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Nigeria Missing Out On Global Oil Boom

Nigeria Missing Out On Global Oil Boom

Following the rise in global oil prices, it is reported that Africa’s largest crude oil producer Nigeria has continued to miss out on the rare global oil boom opportunity.

Crude oil prices have for months stayed above $100 per barrel in the international market, a development rarely seen, ironically, it has not led to any positive impact on the Nigerian economy.

Unlike many oil-producing countries, this is an interesting time for them, as they are gaining excessively from the current oil boom.

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Last month, the Director of Nigeria Employers Consultative Association (NECA), Mr. Wale Oyerinde, disclosed that Nigeria can’t benefit from the global surge in crude oil prices due to the burgeoning cost of subsidies on petroleum products in the country.

He further disclosed that until the country had significant alternative sources of foreign exchange and starts exporting more than they import, revenue challenges might continue to linger.

See what he said;

We acknowledge the revenue challenge currently faced by the nation. As it is well known, a major quantum of Nigeria’s foreign exchange comes from crude oil sales.

“Unfortunately, the price of crude oil is not within our control and we are not even meeting our quota of crude allotted to us by OPEC by about 600bpd.

While the price of crude went up as a result of the Russia-Ukraine war, we were not able to benefit revenue-wise because of the bourgeoning cost of subsidy of petroleum products.

“Until we have significant alternative sources of forex (non-oil), export more than we import, and reduce wastages, revenue challenges might continue for a while.”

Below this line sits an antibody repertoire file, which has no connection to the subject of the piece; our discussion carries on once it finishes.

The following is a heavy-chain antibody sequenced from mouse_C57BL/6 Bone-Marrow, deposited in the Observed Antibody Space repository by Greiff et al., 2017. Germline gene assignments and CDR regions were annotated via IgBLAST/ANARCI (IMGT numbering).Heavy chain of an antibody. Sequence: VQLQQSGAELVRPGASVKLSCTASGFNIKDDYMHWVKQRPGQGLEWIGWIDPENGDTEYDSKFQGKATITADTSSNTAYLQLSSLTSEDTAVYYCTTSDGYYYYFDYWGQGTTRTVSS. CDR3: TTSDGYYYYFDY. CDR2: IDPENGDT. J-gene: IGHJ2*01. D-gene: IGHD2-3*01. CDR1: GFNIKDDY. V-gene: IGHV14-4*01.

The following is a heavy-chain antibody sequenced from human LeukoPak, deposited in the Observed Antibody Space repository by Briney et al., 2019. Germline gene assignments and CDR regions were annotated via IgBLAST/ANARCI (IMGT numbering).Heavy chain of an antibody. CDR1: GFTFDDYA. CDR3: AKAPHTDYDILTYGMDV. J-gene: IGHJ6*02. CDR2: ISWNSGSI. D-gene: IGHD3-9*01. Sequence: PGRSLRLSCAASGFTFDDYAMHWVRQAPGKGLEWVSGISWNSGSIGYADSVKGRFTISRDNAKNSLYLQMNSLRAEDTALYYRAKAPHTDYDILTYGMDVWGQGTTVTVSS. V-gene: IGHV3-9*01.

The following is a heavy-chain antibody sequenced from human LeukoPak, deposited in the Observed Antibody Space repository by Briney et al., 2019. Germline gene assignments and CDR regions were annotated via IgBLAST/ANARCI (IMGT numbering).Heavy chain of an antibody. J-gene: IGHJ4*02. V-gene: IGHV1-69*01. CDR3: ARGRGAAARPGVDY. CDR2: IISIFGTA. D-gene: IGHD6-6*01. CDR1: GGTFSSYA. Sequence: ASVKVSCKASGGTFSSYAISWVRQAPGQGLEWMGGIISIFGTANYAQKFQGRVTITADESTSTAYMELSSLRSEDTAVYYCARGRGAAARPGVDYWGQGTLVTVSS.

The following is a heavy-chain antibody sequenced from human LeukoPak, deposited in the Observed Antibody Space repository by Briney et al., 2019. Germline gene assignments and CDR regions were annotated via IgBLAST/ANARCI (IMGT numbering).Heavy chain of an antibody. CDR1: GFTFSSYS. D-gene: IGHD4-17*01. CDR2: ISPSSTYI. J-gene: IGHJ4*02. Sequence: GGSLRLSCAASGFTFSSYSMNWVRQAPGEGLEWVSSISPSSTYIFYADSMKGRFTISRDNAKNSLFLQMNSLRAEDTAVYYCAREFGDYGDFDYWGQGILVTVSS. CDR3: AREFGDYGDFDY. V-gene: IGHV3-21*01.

It is disheartening that during this period when the country should be raking millions and billions of dollars from the oil boom, it continues to borrow massively in spite of what ordinarily should be a boom period for the economy and foreign exchange inflow.

The country has the challenge of having to buy petroleum products for use because it does not have functional refineries, which eats into the revenues it would have otherwise realized.

Despite its huge oil reserves, Nigeria has one of the lowest production per capita among oil-producing countries in the world, producing less than a barrel per 100 people.

Unlike its oil-rich counterparts, Nigeria seems to be lagging as other oil-producing countries are making excessive gains during this period.

Due to the global oil boom caused by the Russian-Ukraine war, Saudi Arabia is now so rich from the global oil boom that the country is planning a new futuristic city called Neom in the desert reaches along the Red Sea.

For every USD 10 rise in the price of a barrel of oil, Saudi Arabia stands to make an additional USD 40 billion a year.

Research by Mitsubishi UFJ Financial Group (MUFG) in February showed that Gulf Cooperation Council (GCC) countries are likely to see a GDP surge of 6.1% in 2022 on the back of increased oil prices, as well as fiscal surpluses for the first time since 2014.

The GCC consists of Saudi Arabia, Oman, United Arab Emirates (UAE), Kuwait, Qatar, and Bahrain. But meanwhile, Nigeria has continued to struggle to even meet her OPEC quota.

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